Matthew Whitaker’s Politics: Is He a Republican or a Democrat?

Matthew Whitaker's politics

Getty Matthew Whitaker is a staunch conservative.

Matthew Whitaker is an aide who has been selected to replace Attorney General Jeff Session as the interim Attorney General until Trump nominates a permanent replacement, according to a tweet by Trump on Wednesday.

Whitaker was the Chief of Staff to Sessions prior to Sessions’ departure. He is, unsurprisingly, a conservative. In the past, Whitaker has written op-eds in the past suggesting that the Mueller Investigation of Trump and the 2016 election has gone “too far,” and has also run for elected office three times in the past, all times as a Republican.

Whitaker will now be in control of the Mueller investigation.

Here’s what you need to know

Whitaker Has Publicly Spoken About His Desire to Emulate Conservatives Like Ted Cruz & Rand Paul in the Past

Whitaker has run twice for elected state office in the past, once unsuccessfully as State Treasurer for Iowa in 2002 and once successfully as U.S. Attorney for the Southern District of Iowa, from 2004 to 2009. In 2013, when he claimed to be taking steps to run for U.S. Senate, Whitaker said to WHO Radio that he wanted to emulate Sens. Rand Paul and Ted Cruz, and to focus on holding government accountable.

Whitaker was defeated in the Republican primary in the Iowa Senate race in 2014, taking fourth place in the primary and receiving just under eight percent of the votes.

Whitaker Wrote a Scathing Op-Ed on CNN of the Mueller Probe in 2017

In 2017, Matthew “Matt” Whitaker wrote a scathing op-ed about the Mueller probe for CNN,  arguing that it had gone too far.

Whitaker wrote, “Mueller has come up to a red line in the Russia 2016 election-meddling investigation that he is dangerously close to crossing…It does not take a lawyer or even a former federal prosecutor like myself to conclude that investigating Donald Trump’s finances or his family’s finances falls completely outside of the realm of his 2016 campaign and allegations that the campaign coordinated with the Russian government or anyone else. That goes beyond the scope of the appointment of the special counsel.”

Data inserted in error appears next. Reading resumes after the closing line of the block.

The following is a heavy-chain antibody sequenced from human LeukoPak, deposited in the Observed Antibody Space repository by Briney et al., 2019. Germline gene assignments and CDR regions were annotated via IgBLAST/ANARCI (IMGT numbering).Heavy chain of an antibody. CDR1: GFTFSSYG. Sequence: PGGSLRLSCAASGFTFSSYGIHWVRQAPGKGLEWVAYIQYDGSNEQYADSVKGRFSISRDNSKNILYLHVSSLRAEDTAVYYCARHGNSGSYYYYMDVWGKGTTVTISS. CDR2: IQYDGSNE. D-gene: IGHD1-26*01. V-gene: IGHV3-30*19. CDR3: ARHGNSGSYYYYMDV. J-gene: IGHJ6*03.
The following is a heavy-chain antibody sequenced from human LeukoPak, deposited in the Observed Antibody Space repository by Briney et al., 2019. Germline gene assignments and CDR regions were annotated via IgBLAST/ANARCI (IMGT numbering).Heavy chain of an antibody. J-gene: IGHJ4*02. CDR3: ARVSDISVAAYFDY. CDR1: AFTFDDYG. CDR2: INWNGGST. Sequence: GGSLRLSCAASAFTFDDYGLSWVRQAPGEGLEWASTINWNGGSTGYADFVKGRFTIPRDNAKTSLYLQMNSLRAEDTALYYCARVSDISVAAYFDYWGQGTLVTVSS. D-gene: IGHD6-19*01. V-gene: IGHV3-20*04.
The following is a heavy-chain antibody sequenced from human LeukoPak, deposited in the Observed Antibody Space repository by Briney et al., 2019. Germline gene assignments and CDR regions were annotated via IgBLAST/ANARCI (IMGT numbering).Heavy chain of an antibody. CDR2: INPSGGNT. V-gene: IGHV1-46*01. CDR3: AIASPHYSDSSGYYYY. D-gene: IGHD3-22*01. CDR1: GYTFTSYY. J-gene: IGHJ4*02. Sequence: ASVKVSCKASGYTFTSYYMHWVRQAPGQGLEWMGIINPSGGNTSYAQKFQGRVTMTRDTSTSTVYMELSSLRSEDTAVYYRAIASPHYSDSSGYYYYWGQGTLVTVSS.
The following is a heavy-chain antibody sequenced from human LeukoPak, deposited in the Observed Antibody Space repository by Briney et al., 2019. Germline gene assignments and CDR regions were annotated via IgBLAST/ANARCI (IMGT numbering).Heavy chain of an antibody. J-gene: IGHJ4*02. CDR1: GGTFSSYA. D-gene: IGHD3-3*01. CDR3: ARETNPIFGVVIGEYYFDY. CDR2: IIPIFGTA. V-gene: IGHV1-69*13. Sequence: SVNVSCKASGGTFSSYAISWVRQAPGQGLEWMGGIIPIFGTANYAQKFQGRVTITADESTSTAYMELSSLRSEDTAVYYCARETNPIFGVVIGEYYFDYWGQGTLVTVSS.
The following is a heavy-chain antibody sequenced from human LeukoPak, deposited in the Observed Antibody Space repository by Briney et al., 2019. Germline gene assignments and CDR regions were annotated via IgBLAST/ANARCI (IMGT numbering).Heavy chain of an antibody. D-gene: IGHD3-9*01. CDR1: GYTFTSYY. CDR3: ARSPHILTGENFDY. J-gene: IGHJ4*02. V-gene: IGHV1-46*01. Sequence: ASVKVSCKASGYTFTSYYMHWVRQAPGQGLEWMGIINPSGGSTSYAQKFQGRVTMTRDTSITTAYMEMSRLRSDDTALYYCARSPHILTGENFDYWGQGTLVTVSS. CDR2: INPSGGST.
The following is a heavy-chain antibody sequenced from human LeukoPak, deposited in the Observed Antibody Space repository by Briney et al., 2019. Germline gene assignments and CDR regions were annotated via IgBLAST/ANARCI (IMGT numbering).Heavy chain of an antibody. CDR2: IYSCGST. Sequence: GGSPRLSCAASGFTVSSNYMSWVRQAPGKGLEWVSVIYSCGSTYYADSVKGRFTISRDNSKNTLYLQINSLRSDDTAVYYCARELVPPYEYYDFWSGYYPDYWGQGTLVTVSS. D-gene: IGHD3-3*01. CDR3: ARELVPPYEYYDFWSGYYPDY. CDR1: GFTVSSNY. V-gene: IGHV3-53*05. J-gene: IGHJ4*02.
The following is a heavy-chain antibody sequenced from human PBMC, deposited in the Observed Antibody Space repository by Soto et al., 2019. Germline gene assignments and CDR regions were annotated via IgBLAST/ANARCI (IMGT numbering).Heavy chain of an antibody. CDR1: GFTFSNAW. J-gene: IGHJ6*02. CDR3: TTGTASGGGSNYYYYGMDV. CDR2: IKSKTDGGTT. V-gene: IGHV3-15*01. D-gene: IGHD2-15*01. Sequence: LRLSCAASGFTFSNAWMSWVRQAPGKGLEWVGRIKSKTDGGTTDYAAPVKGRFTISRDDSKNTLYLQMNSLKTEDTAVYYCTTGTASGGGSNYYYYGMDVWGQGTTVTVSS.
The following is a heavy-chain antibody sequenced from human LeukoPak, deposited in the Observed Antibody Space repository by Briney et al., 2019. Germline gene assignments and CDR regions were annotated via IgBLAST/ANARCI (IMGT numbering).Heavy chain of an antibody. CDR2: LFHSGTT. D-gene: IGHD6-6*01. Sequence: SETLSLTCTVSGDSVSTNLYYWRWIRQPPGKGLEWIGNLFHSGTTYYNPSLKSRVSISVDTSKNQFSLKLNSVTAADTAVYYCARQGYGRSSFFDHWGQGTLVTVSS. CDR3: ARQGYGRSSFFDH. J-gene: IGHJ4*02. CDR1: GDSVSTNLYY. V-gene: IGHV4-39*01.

Whitaker further argued that the Trump Organization’s financial dealings were “plainly not within the scope” of the investigation, and that any continued investigation of POTUS’ financial dealings would merit speculation of the probe being a “witch hunt.”

Whitaker Has Been Described as a ‘Trump Loyalist’ in the Past

In a September, 2018 profile of Whitaker in The New York Times, Whitaker was described as a “Trump loyalist” that is known by some White House source to be Trump’s “eyes and ears” in the Attorney General’s office.

He is reported to have frequented the Oval Office in the last few years and have an “easy chemistry” with Trump, serving as a “balm” in the tenuous relationship between Trump and Sessions that has finally come to a close.

Whitaker has been suggested to be a possible successor to another Trump official in the last few months: Donald McGahn, the White House counsel.

Whitaker Has a Strong Connection With the Evangelical Vote, & Has Assured Voters in the Past That He Would Require Federal Judges to Have a ‘Biblical View of Justice’

At a forum for Republican candidates for Senate in 2004, Whitaker said that he would ask judicial nominees whether they were “people of faith” in the nomination process.

Whitaker said, “While I want to understand…their judicial philosophy, I don’t think that gets us far enough…what I’d like to see is things like their world view, what informs them, how have they lived their lives, are they people of faith, do they have a Biblical view of justice, which I think is very important.”

He continued, “As long as they have that world view, they’ll be a good judge. If they have a secular world view, where this is all we have here on earth, then I’m going to be very concerned with how they judge.”

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